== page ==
1. Switch energy tariff

First of all, check you are on the cheapest possible energy tariff. This is easy to do with our comparison service and you could save up to £240 a year. To benefit from the biggest savings, check out the cost of a dual fuel tariff (where both your electricity and gas comes from the same supplier) and compare against the price of buying each fuel separately from different providers. You can usually get a discount if you pay by monthly direct debit and manage your account online.

To find out more about switching energy supplier, read Mark Hooson's step-by-step guide.

2. Get insulated

Insulating your home helps to keep the warmth in and the cold out, so you won't need to use your central heating as much, and your energy bills will come down. The Energy Saving Trust reckons loft insulation could reduce your energy bills by as much as £180 a year, while cavity wall insulation could save you up to £140 a year.

Of course, having your home insulated will cost you – expect to pay around £300 for loft insulation and £500 for cavity wall insulation. But due to the savings you'll make on your energy bills, the work should pay for itself within two years and four years respectively.

It's well worth checking to see whether you are eligible for free loft and cavity wall insulation through your energy supplier – this could easily be the case if you or someone in your home gets certain income-related benefits. Check your energy supplier’s eligibility criteria to see if you qualify.

Even if you don't qualify, you could consider the government's Green Deal scheme instead. Through this initiative, you take out a loan to fund the cost of energy-saving improvements. The repayments are then added to your energy bills over 10 to 25 years, with the idea that the savings you make on your energy bills will cover the monthly repayments. You can find out more here.

3. Upgrade your boiler

Upgrading your boiler to a high-efficiency condensing boiler will mean you could save as much as £310 a year on your energy bills – and you'll cut your home's carbon dioxide emissions at the same time, according to the Energy Saving Trust.

If you're concerned about the cost of having a new boiler installed, British Gas is currently offering a £400 scrappage discount when you replace your old boiler with an energy-efficient one through the company.

However, if you're receiving certain income-related benefits you could be offered a free boiler through your energy supplier. Again, it’s important to check.

4. Consider getting a smart meter

A smart meter will ensure you're always billed accurately as information about your energy usage will be sent to your supplier automatically. However, the smart meter will also help you to monitor your energy usage, making you more aware of what you're using where and the areas in which you can reduce energy wastage.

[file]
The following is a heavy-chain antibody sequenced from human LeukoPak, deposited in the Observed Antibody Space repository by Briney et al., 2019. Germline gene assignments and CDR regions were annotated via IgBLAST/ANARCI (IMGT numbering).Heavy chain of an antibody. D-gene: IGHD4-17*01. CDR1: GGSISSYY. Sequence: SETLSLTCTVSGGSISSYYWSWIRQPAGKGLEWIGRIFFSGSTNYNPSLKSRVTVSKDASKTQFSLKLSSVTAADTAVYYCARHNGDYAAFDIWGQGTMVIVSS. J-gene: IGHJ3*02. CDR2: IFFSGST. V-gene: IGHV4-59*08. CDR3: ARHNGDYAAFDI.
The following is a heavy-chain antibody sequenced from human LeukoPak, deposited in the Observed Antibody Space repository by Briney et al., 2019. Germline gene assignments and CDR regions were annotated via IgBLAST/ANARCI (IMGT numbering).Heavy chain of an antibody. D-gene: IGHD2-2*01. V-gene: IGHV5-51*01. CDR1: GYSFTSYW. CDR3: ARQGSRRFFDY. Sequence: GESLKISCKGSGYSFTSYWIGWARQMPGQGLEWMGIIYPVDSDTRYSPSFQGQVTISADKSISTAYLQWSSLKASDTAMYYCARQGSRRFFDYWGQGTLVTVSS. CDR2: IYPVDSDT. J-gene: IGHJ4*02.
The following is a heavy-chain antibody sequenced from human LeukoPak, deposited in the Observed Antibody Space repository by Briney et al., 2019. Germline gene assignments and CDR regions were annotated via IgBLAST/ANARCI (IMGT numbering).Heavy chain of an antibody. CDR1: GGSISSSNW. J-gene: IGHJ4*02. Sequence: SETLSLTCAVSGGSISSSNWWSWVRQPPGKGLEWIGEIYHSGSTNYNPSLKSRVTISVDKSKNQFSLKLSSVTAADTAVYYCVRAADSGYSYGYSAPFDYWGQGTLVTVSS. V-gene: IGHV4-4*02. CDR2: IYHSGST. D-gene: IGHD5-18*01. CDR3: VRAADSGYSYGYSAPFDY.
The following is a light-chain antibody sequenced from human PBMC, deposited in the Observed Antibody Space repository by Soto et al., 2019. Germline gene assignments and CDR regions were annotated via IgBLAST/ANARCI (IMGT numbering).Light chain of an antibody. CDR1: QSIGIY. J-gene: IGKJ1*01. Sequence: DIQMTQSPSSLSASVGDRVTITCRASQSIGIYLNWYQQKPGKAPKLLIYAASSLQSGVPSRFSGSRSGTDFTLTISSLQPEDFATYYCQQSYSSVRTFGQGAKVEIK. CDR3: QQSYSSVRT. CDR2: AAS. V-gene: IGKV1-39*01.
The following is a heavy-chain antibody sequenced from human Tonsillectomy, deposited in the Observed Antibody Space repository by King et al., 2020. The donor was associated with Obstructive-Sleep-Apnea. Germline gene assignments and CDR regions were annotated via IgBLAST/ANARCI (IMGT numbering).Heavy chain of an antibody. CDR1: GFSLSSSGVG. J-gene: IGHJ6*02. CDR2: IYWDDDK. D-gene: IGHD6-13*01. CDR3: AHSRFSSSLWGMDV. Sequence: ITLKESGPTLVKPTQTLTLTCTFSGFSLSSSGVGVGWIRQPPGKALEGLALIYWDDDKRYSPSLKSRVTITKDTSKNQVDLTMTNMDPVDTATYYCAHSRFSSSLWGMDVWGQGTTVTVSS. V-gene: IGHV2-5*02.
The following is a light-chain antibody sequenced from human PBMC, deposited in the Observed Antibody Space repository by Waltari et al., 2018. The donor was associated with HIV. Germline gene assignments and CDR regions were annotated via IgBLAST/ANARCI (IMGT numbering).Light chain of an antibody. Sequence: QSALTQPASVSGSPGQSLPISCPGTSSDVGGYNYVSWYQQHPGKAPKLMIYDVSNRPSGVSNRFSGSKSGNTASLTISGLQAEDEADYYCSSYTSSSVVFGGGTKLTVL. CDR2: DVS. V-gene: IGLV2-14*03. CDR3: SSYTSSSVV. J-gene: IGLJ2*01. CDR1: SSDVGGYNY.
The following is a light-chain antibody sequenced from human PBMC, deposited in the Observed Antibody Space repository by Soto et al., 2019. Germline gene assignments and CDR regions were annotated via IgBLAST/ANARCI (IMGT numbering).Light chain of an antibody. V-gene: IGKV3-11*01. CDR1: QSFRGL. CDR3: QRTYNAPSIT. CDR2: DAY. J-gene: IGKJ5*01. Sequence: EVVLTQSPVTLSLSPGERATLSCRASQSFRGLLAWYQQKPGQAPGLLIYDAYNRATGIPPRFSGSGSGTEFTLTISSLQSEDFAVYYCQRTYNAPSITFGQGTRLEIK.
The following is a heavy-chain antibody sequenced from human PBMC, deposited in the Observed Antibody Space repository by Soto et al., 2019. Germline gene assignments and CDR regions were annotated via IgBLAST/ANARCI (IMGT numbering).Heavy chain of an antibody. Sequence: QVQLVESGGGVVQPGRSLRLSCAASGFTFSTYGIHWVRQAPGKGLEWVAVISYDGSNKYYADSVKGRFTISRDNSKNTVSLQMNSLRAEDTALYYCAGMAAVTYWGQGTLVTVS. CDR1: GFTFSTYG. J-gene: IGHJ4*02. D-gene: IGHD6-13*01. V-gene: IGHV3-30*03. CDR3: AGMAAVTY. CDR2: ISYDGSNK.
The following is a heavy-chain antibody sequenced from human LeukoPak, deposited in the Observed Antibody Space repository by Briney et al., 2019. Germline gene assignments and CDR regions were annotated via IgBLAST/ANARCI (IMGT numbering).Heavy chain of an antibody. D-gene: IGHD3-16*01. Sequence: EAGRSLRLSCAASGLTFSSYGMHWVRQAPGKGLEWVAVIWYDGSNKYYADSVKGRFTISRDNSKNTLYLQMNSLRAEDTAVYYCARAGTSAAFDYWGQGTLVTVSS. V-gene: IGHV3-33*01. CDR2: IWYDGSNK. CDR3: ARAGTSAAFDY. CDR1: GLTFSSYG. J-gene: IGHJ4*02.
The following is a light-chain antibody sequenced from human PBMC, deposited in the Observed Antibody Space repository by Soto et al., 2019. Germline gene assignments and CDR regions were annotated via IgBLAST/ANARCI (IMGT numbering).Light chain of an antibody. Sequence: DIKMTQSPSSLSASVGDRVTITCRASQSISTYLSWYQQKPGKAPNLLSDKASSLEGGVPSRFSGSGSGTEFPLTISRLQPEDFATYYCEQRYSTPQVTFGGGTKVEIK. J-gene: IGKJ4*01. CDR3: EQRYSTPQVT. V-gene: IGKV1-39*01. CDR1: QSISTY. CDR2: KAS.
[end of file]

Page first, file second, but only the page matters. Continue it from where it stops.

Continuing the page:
Nearly every UK home will have a smart meter by 2020, but some energy firms are starting to install them now. So if you're interested in getting one installed sooner rather than later, it's worth contacting some of the suppliers to see what their plans are. You can read more about smart meters here.

5. Fit double glazing

Replacing single glazed windows with B-rated double glazing could save you around £170 a year on your energy bills, says the Energy Saving Trust. Not only will it help to reduce the amount of heat lost through your windows, you reduce your noise from outside.

6. Consider solar panels

Contrary to popular belief, the sun doesn't have to shine for hours on end for solar panel technology to work efficiently. Therefore, even in the UK, installing solar panels is an option worth considering.

Installing solar panels can cost between £4,000 and £10,000 so it's important to shop around. But the Energy Saving Trust reckons a 3.5kWp (Kilowatts peak) system can generate around 3,000kWh of electricity a year, which is around three quarters of a typical household's electricity needs. This would save over a tonne of carbon dioxide each year and cut your energy bill in half.

The government supports solar panel technology through the Feed-in-Tariff (FIT) where you can be paid by your energy supplier for the energy you generate. You can find out more on the Energy Saving Trust website.

7. Buy energy efficient appliances

 When shopping for electrical items, always look for the Energy Saving Trust Recommended logo. Kitchen appliances should come with an energy rating from A to G, with A being the most energy efficient. Since July last year, all new fridges and freezers must have a rating of at least A+.

The more energy efficient your appliances are, the lower your bills will be.

8. Use energy saving light bulbs

Many people have already started using energy saving light bulbs in their homes. But if you haven't, doing so could save you around £35 a year, or £870 over the lifetime of all the bulbs.

9. Get rid of draughts

Draught-proofing your home is a cheap and efficient way of saving energy and could save you around £55 per year. Most DIY stores sell draught-proofing kits so think about installing draught-excluding brushes in letter boxes, putting draught excluders at the foot of doors and using insulating strips around badly fitted doors, windows and your loft hatch. Seal your skirting boards with silicone sealant too.

10. Turn your central heating thermostat down

Another simple way to save money on your energy bills is to turn your room thermostat down by just one degree – doing so could save you around £65 a year, says the Energy Saving Trust.

Please note: Any rates or deals mentioned in this article were available at the time of writing.

* Up to 10% can save at least £244.64, MoneySupermarket data based on sales. June 2013